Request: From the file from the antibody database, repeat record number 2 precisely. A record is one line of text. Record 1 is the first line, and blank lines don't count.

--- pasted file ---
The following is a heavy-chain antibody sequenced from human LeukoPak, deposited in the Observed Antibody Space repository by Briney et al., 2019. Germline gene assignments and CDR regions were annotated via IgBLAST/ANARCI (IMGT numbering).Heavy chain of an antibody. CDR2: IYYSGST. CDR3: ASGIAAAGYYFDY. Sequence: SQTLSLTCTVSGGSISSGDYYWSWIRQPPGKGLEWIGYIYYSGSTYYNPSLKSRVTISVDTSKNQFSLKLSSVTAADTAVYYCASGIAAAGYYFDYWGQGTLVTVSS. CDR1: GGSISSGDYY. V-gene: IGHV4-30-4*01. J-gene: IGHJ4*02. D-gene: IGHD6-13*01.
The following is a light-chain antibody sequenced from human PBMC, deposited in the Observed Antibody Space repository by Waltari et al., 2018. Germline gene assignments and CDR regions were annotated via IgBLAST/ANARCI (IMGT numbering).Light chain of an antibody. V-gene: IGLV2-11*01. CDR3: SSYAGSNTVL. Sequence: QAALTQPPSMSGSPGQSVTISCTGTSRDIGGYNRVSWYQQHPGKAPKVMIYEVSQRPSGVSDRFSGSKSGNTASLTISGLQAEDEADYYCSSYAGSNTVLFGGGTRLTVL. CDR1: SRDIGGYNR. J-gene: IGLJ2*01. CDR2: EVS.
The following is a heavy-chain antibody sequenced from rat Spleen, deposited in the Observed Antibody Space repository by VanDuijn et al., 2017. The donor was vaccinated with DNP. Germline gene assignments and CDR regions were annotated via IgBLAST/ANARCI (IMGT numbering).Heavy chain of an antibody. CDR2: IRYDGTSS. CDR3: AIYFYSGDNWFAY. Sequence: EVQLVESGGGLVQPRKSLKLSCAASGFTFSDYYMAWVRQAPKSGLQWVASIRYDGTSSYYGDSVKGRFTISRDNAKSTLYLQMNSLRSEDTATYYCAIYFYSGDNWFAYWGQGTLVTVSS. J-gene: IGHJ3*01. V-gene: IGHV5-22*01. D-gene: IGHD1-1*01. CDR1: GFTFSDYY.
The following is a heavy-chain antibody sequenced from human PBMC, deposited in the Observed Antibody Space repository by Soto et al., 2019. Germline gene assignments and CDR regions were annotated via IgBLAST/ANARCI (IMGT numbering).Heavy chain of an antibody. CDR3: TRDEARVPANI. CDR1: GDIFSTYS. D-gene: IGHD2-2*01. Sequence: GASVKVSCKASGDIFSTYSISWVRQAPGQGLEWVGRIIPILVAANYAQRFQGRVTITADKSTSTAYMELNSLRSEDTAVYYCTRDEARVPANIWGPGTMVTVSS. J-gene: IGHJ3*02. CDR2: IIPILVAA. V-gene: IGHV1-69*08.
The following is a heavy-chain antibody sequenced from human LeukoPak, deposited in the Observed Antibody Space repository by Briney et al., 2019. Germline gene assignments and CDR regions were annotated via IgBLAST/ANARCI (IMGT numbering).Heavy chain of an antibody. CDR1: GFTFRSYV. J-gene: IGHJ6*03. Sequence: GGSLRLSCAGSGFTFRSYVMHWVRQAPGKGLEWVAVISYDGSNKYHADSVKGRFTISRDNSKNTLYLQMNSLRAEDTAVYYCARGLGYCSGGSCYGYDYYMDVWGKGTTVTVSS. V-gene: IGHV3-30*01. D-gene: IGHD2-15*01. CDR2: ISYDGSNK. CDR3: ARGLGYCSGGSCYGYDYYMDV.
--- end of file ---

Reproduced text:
The following is a light-chain antibody sequenced from human PBMC, deposited in the Observed Antibody Space repository by Waltari et al., 2018. Germline gene assignments and CDR regions were annotated via IgBLAST/ANARCI (IMGT numbering).Light chain of an antibody. V-gene: IGLV2-11*01. CDR3: SSYAGSNTVL. Sequence: QAALTQPPSMSGSPGQSVTISCTGTSRDIGGYNRVSWYQQHPGKAPKVMIYEVSQRPSGVSDRFSGSKSGNTASLTISGLQAEDEADYYCSSYAGSNTVLFGGGTRLTVL. CDR1: SRDIGGYNR. J-gene: IGLJ2*01. CDR2: EVS.